The study, which examined 2014 National Health Interview Survey (NHIS) data, noted that overall adult smoking rates dropped a full percentage point between 2013 and 2014. It also reported on differences in U.S. smoking rates, including that uninsured adults or those insured through Medicaid smoke at rates twice as high as those covered by private health insurance or Medicare:

Farmers' market produce stand showing assorted fruits and vegetables. (American Heart Association)

Farmers’ market produce stand showing assorted fruits and vegetables. (American Heart Association)

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Nashville Zoo Senior Day to be held Wednesday, October 7th

 

Enjoy Free Admission to the Zoo Courtesy of Cigna-HealthSpring

Nashville ZooNashville, TN – Older adults are invited to enjoy free admission at Nashville Zoo courtesy of Cigna-HealthSpring, Wednesday, October 7th. Adults ages 65 and older will receive a complimentary Zoo admission, parking validation and a $5.00 concessions voucher.

Senior Day activities will take place throughout the Zoo from 9:00am to 4:00pm. The young and young-at-heart can enjoy special keeper talks, rides on the Wild Animal Carousel and interactive encounters with outreach animals along the Zoo paths. Additionally, Cigna-HealthSpring and several of its local partners will be on hand at the centrally-located Jungle Terrace area to provide educational materials, offer wellness information and answer questions.

Nashville Zoo Senior Day. (Amiee Stubbs)

Nashville Zoo Senior Day. (Amiee Stubbs)

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American Heart Association reports Blacks in all socioeconomic groups have poorer outcomes after Heart Attack

 

American Heart Association Rapid Access Journal Report

American Heart AssociationDallas, TX – Black patients and patients with low socioeconomic status have shorter life expectancies after a heart attack.

However, the largest racial differences in life expectancy after a heart attack occur in patients with high socioeconomic status, according to research in the American Heart Association journal Circulation.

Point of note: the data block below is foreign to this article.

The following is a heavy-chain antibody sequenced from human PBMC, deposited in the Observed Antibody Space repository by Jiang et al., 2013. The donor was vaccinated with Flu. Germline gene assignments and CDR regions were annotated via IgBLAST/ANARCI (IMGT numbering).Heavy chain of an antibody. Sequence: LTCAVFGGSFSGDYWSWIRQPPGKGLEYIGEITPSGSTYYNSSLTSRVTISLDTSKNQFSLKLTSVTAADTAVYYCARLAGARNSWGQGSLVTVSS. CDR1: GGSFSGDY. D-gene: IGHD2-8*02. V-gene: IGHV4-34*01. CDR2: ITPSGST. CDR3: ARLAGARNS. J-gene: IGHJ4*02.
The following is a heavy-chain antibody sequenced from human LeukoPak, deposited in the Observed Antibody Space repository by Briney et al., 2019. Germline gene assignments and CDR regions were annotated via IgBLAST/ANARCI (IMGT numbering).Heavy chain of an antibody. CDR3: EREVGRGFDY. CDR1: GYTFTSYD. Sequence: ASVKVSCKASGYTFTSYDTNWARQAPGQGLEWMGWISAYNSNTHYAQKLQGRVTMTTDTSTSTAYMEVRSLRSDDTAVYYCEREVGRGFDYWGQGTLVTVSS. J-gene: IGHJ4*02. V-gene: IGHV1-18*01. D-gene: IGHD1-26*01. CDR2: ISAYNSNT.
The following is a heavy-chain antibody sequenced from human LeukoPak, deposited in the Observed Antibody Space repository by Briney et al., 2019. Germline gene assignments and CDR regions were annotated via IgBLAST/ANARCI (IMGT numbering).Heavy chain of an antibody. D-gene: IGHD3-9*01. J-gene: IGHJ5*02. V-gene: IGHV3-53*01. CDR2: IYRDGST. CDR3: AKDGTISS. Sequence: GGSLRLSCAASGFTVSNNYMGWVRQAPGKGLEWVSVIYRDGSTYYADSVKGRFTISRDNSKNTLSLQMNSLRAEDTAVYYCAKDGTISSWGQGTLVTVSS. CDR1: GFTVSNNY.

Heart illustration with artery close up. (American Heart Association)

Heart illustration with artery close up. (American Heart Association)

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American Heart Association reports Hospitalizations, Deaths from Heart Disease, Stroke drop in last decade

 

American Heart AssociationDallas, TX – U.S. hospitalizations and deaths from heart disease and stroke dropped significantly in the last decade, according to new research in the American Heart Association journal Circulation.

“Interestingly, these improvements happened in a period when there were no real ‘miracle’ clinical advancements,” said Harlan Krumholz, M.D., S.M., lead author of the “most comprehensive report card to-date” on America’s progress in heart disease and stroke prevention and treatment. “Rather, we saw consistent improvements in the use of evidence-based treatments and medications and an increase in quality improvement initiatives using registries and other data to track performance and support improvement efforts — as well as a strong emphasis on heart-healthy lifestyles and behaviors.”

Blood flow blocked in brain. (American Heart Association)

Blood flow blocked in brain. (American Heart Association)

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Consumer Reports answers the question, “Which hospital should you go to if you need heart surgery?”

 

Consumer Reports’ first-ever Ratings of more than 400 hospitals can help patients find the right one

Consumer ReportsYonkers, NY – Consumer Reports’ first-ever Ratings of hospitals for heart surgery finds some top-rated hospitals in surprising places, and that performance can vary widely—even at neighboring hospitals in the same geographic area.

The Ratings, which look at heart bypass surgery and aortic valve replacement surgery, cover more than 400 hospitals nationwide.

“It’s extremely difficult for consumers to find out which hospitals and surgeons have the best result with their specific heart procedure. But it shouldn’t be so hard,” said John Santa, M.D., medical director of Consumer Reports Health. “Hospitals and doctors should make their information accessible and understandable, so families can make informed choices when they make life and death decisions.” «Read the rest of this article»